Collateral Damage

John Keefer's "Airstrike" installed at Giampietro Gallery. Stephen Urchick Photo.

John Keefer's "Airstrike" installed at Giampietro Gallery. Stephen Urchick Photo.

Giampietro Gallery’s new exhibition Aftermath starts with a bang. From the first canvas, deep, dark flecks of black paint stand out. Blast plumes roil and seethe. A clear, blue summer sky is turbulent: heavily impastoed, checked with broad brushstrokes. These clear, blue skies are rightly terrifying: they’re the skies the Americans can bomb you from.

Installed at the front of Aftermath, John Keefer’s “Airstrike” speaks to the destruction that propels the show. The image—three one-thousand pound bombs detonating in a densely populated urban area—frames Keefer’s subsequent pictures of wrecks and walking wounded. That’s also true for sculptor Kurt Steger’s blast ejecta, assemblages of wood, graphite, and found concrete.

The painting of Aftermath is disaster porn. Keefer daubs a kind of seductive, shock-and-awe smut that monumentalizes the stopping power of modern munitions at the scale of history painting. But he redeems his potentially exploitative subject matter with a meticulous, documentary style that presents the calamity of collateral damage in all its abject ugliness.

A detail from "Airstrike" Stephen Urchick Photo. 

A detail from "Airstrike" Stephen Urchick Photo. 

Take the multiple tenses in “Airstrike.” Keefer makes excellent use of the painter’s stock-in-trade knowledge of pigments—of colorful dirt—to precisely discriminate between the airstrike that landed an instant ago and the airstrike that splashes down now.

He defines three species of smoke. One is the sooty variety fed by open flames and shaped by convection into billowing mushroom clouds. The second is the clinging, cancerous white fog from pulverized drywall and cinderblock. And the last, a brown-beige smear of disturbed earth that’s yet to shed its delta-v and come pattering back as clods and clumps.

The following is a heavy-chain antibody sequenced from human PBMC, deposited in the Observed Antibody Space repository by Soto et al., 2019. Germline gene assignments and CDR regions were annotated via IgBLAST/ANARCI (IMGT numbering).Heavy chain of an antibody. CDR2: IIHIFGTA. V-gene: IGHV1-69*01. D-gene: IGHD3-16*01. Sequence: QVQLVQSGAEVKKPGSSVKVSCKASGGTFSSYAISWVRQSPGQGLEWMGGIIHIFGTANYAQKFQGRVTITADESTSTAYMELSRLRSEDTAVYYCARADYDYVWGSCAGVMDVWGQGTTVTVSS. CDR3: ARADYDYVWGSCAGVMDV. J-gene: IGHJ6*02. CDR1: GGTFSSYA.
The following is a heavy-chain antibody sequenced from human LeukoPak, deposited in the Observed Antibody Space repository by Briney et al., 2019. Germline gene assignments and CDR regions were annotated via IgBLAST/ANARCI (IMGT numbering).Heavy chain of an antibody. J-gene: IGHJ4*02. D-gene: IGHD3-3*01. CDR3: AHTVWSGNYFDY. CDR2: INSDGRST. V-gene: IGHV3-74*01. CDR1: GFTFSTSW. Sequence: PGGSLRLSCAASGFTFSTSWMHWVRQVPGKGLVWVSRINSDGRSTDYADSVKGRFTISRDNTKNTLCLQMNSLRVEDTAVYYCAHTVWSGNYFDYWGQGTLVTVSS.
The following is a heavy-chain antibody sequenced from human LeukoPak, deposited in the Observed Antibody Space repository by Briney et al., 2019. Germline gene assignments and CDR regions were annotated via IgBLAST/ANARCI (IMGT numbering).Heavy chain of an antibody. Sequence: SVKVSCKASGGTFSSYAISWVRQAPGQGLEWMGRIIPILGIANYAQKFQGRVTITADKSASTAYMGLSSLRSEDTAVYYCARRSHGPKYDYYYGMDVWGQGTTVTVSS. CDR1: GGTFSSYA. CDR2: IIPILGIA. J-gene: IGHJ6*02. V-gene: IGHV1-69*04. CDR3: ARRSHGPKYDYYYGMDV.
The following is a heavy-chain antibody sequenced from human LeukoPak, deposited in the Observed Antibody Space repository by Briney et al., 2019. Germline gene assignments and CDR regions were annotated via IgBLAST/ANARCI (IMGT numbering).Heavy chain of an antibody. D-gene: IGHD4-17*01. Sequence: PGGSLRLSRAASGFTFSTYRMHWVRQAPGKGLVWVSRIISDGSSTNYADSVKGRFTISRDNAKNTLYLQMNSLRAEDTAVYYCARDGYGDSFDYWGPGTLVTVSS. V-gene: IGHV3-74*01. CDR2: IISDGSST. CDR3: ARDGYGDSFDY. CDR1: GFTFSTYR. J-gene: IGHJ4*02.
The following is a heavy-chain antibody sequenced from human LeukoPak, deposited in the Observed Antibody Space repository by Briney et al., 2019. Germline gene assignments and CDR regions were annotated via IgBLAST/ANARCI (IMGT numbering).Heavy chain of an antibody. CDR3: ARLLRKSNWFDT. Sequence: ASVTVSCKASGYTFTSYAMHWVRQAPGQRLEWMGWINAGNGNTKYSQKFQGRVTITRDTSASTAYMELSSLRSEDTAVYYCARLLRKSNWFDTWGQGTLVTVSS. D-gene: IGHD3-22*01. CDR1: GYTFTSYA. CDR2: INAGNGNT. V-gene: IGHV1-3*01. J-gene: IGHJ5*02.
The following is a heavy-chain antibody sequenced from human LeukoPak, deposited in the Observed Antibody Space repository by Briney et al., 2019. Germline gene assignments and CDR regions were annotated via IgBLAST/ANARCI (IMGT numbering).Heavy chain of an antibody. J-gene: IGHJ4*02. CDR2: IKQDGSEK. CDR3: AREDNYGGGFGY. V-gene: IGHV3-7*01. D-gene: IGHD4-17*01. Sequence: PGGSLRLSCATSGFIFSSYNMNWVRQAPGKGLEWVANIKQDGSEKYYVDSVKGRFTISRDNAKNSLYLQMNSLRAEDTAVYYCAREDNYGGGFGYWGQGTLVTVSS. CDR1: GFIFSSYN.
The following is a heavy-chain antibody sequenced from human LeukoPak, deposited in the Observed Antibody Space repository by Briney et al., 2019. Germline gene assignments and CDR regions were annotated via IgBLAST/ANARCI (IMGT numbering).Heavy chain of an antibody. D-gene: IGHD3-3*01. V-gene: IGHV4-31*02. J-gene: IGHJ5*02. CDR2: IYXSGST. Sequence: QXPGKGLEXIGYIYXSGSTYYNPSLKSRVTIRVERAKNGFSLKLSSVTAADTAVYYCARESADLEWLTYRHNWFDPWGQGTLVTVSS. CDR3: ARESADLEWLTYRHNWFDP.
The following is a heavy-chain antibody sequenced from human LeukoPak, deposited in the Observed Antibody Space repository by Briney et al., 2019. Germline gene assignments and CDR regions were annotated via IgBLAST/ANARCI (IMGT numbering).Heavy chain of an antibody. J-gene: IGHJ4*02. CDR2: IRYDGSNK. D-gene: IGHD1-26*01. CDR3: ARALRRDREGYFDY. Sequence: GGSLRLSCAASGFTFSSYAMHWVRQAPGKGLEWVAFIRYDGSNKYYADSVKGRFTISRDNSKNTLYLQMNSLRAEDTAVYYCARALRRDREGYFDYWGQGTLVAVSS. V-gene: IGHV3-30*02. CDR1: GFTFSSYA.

Keefer’s attentiveness to these details allows him to telescope the painting’s critical, unitary moment and show us a slow-motion catastrophe, a continuous bombardment that strains the nerves. The rightmost cloud landed earliest—it and its ground haze have had time to drift and shift on the wind, revealing the matte claw-shape of the ruined ground zero. The left-most column, still centered, probably developed second. The middlemost splatter has erupted within the last blink of the eye, a highly kinetic spurt.

This is neither the optics of glossy Hollywood fuel-air fireballs, nor the way of looking proposed by YouTube carnage compilations. On the one hand, it is “grittily” realistic: all frank and “dirt-y” and unapologetic. On the other hand, Keefer does not offer a sequence of violent images—arranged in some macabre supercut (they exist, in spades)—but an image of a violent sequence.

Keefer outdoes war videography that merely captures the atrocity by now commenting upon it. “Airstrike’s” viewer is asked to vacate the privileged vantage point of the Western mediasphere, characterized by its incessant barrage of readily-available images. Instead, the painting is a singular image of a barrage, an image with which the beholder is stuck and compelled to contemplate in detail. It’s a gesture towards the civilians forced to live out their lives beneath an F/A-18’s steel rain.

This human toll in “Airstrike” is a blackly comedic aside. Keefer echoes the twin towers of smoke with twin smokestacks in the far background. He creates an ironic distance (out of the physical distance) between the “legitimate,” strategic target of a power plant and outright murder.

Kurt Steger’s series of “Urban Structure” sculptures are three-dimensional koans on the difficulty of de-conflicting. Steger builds each “Urban Structure” from the same foundation—haphazardly hewn chunks of rock-studded concrete—but varies the outriding form that clings to its surface. The structures of “Urban Structure” flit across the two categories of combatant and noncombatant: evenly-planed geometries like dragon’s-teeth anti-tank barricades; sprawling trapezoidal agglomerations pierced with rectangular windows, thin-walled like a multi-story family dwelling.